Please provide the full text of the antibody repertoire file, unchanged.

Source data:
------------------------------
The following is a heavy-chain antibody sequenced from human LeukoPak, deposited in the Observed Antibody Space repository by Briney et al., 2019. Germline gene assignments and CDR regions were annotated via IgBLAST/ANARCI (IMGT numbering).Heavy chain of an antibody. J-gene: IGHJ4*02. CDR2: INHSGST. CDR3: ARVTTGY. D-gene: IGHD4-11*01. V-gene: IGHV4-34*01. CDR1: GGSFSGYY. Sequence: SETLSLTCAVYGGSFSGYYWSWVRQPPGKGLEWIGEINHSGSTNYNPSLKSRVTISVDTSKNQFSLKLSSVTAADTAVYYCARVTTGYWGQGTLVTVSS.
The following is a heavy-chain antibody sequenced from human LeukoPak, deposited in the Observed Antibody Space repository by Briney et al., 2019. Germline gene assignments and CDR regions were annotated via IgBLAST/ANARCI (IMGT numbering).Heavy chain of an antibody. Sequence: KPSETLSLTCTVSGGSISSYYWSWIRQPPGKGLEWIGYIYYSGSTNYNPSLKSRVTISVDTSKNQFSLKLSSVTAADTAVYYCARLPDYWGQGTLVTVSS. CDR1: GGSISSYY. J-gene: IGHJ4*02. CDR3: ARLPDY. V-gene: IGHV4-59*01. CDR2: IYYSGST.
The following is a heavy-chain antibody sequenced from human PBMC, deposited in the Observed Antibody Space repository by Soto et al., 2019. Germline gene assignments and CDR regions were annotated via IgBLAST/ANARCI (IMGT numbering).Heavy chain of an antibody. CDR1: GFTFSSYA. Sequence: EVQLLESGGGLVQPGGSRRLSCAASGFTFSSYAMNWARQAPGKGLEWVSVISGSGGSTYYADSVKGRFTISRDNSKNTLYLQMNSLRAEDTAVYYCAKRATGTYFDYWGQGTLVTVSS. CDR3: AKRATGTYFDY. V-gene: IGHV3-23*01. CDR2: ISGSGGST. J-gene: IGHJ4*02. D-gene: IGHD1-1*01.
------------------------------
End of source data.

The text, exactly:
The following is a heavy-chain antibody sequenced from human LeukoPak, deposited in the Observed Antibody Space repository by Briney et al., 2019. Germline gene assignments and CDR regions were annotated via IgBLAST/ANARCI (IMGT numbering).Heavy chain of an antibody. J-gene: IGHJ4*02. CDR2: INHSGST. CDR3: ARVTTGY. D-gene: IGHD4-11*01. V-gene: IGHV4-34*01. CDR1: GGSFSGYY. Sequence: SETLSLTCAVYGGSFSGYYWSWVRQPPGKGLEWIGEINHSGSTNYNPSLKSRVTISVDTSKNQFSLKLSSVTAADTAVYYCARVTTGYWGQGTLVTVSS.
The following is a heavy-chain antibody sequenced from human LeukoPak, deposited in the Observed Antibody Space repository by Briney et al., 2019. Germline gene assignments and CDR regions were annotated via IgBLAST/ANARCI (IMGT numbering).Heavy chain of an antibody. Sequence: KPSETLSLTCTVSGGSISSYYWSWIRQPPGKGLEWIGYIYYSGSTNYNPSLKSRVTISVDTSKNQFSLKLSSVTAADTAVYYCARLPDYWGQGTLVTVSS. CDR1: GGSISSYY. J-gene: IGHJ4*02. CDR3: ARLPDY. V-gene: IGHV4-59*01. CDR2: IYYSGST.
The following is a heavy-chain antibody sequenced from human PBMC, deposited in the Observed Antibody Space repository by Soto et al., 2019. Germline gene assignments and CDR regions were annotated via IgBLAST/ANARCI (IMGT numbering).Heavy chain of an antibody. CDR1: GFTFSSYA. Sequence: EVQLLESGGGLVQPGGSRRLSCAASGFTFSSYAMNWARQAPGKGLEWVSVISGSGGSTYYADSVKGRFTISRDNSKNTLYLQMNSLRAEDTAVYYCAKRATGTYFDYWGQGTLVTVSS. CDR3: AKRATGTYFDY. V-gene: IGHV3-23*01. CDR2: ISGSGGST. J-gene: IGHJ4*02. D-gene: IGHD1-1*01.